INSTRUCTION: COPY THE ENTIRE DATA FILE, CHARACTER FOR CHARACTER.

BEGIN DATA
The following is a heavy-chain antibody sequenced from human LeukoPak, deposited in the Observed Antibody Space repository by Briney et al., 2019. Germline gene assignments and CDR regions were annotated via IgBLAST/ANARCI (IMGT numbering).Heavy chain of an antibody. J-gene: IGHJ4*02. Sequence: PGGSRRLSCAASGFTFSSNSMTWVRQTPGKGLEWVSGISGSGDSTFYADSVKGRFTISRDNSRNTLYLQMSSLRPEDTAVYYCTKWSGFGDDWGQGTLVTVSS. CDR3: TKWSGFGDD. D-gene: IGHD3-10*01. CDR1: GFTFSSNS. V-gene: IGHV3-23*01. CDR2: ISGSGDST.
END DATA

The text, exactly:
The following is a heavy-chain antibody sequenced from human LeukoPak, deposited in the Observed Antibody Space repository by Briney et al., 2019. Germline gene assignments and CDR regions were annotated via IgBLAST/ANARCI (IMGT numbering).Heavy chain of an antibody. J-gene: IGHJ4*02. Sequence: PGGSRRLSCAASGFTFSSNSMTWVRQTPGKGLEWVSGISGSGDSTFYADSVKGRFTISRDNSRNTLYLQMSSLRPEDTAVYYCTKWSGFGDDWGQGTLVTVSS. CDR3: TKWSGFGDD. D-gene: IGHD3-10*01. CDR1: GFTFSSNS. V-gene: IGHV3-23*01. CDR2: ISGSGDST.